MGA Designated "StormReady" University by National Weather Service

Author: News Bureau
Posted: Monday, November 22, 2021 12:00 AM
Category: Pressroom

Macon, GA

MGA, NWS, and Macon-Bibb EMA officials
Officials from Middle Georgia State University (MGA), Macon-Bibb County EMA, and the National Weather Service in the University’s Emergency Operations Center following the ceremony. L-R: David Nadler, NWS; Tripp Mitchell, MGA; Ron Ardelean, MGA; Spencer Hawkins, Macon-Bibb EMA; Robert McCord, Macon-Bibb EMA

Middle Georgia State University (MGA) is officially StormReady.

The University announced the StormReady designation at 11 a.m. Monday, Nov. 22, at the Emergency Operations Center located in the Campus Support Services building on MGA’s Macon Campus. Special guests were David Nadler, National Weather Service warning coordination meteorologist from NOAA/NWS; Spencer Hawkins, director of Macon-Bibb Emergency Management Agency; and Robert McCord, deputy director of Macon-Bibb EMA.

Nadler presented documentation of MGA’s StormReady certification to MGA Police Chief Tripp Mitchell, and Ron Ardelean, director of Risk Management, who worked with Nadler and the NWS to secure the designation.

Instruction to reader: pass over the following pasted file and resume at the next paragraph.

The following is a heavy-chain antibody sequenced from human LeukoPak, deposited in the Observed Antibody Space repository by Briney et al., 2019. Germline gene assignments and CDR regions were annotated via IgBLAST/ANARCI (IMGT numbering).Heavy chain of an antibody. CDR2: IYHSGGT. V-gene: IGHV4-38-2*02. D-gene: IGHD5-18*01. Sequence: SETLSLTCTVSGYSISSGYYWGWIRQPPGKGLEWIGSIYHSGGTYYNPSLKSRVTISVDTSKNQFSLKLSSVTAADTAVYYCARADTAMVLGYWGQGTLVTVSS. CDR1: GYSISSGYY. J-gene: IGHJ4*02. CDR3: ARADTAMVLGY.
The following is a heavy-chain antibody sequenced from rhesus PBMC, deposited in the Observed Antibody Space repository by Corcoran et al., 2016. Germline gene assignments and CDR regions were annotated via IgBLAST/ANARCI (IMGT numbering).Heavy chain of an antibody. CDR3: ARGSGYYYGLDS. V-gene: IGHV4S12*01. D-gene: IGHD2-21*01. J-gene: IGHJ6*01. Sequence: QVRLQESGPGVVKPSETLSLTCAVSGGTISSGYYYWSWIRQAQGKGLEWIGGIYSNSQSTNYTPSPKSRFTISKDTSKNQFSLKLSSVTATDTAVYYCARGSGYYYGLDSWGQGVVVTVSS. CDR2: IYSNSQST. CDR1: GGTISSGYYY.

“The one thing that stands out to me is the relationships… people coming together to prepare for severe weather.  The safety of people on these campuses is clearly a high priority for this University,” said Nadler.

StormReady, a National Weather Service program started in 1999 in Tulsa, OK, helps equip America's communities with the communication and safety skills needed to save lives and property. StormReady helps community leaders and emergency managers strengthen local safety programs. StormReady communities are better prepared to save lives from the onslaught of severe weather through advanced planning, education and awareness. No community is storm proof, but StormReady can help communities save lives.

In order to be StormReady, MGA is required to:

  • Establish a 24-hour warning point and emergency operations center
  • Have more than one way to receive severe weather warnings and forecasts and to alert the public
  • Create a system that monitors weather conditions locally
  • Promote the importance of public readiness through community seminars
  • Develop a formal hazardous weather plan, which includes training severe weather spotters and holding emergency exercises